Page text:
Help Your Child Feel In Control
Feeling in control is the fastest way to deal with anxiety or worry, as anxiety often arises from fear of the unknown, or things we can’t control. Try and keep your usual routines as best as possible, or create new ones, especially around remote learning. Give your child specific things they can do to feel in control and stay healthy. For example, explain the importance of proper hand washing and sleep in staying healthy, and point out the things you and the community are doing to keep safe. Let them know that there are many scientists working to develop a vaccine, and that the Government and state leaders are working on ways to keep the community safe.
What If My Child Is Worried About Dying?
If your child has seen news stories, they are likely to be aware of the statistics, especially from some of the overseas countries where the infection and death rates have been worryingly high. Children who have spoken to me over these last few weeks have been largely concerned about older family members, as they are aware that these are the most vulnerable in our society. Letting your child call, Skype or Facetime their grandparents will help reassure your child that they are doing all they can to stay safe, and therefore, are safe. Put the news stories in context and point out the low death rate in Australia compared to other countries, explaining the reasons why ours are lower. If your child is worried that they themselves may die, explain to them that it is uncommon for a child to become ill with Coronavirus.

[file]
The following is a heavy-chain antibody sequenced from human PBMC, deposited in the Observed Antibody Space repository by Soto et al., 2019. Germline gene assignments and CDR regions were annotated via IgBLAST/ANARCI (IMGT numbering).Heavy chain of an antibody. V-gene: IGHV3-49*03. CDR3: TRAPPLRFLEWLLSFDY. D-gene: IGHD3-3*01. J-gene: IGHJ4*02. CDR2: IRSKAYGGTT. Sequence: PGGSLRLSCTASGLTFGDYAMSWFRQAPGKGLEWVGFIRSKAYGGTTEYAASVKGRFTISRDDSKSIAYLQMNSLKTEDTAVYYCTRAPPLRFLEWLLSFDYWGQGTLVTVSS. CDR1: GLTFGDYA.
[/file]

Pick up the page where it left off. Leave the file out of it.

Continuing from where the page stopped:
Keep The Conversation Going
It is important to keep checking in with your child and monitoring their anxiety and worries. Answer any new questions they may have, and continue to reassure them that whilst we don’t know how long we will be living with the changes Coronavirus brings, it will all come to an end eventually, and there will be many positive changes that come from this period of time. There are positives in all negatives. Use this opportunity to discuss what some of the positives are. For example, the world environment is benefiting from the reduction in pollution in our atmosphere. Spend some time with your child googling the positive changes that will arise, and use this as an opportunity to teach that there are positives in all negatives. A great way to build an element of resilience!
I Am Here To Help
If you are concerned that you or your child is overly anxious or worried, then please get in touch. Fiona can be contacted via email: firstname.lastname@example.org
She will arrange a time to speak with you or your child via phone or Skype where appropriate. Fiona is always available to support your family in any way possible, whether it be with the challenges of Coronavirus, remote learning, anxiety or parenting.
You may also wish to seek support through:
Beyond Blue – 1300 22 4636
Kids Helpline – 1800 55 1800
Headspace Moorabbin – 9076 9400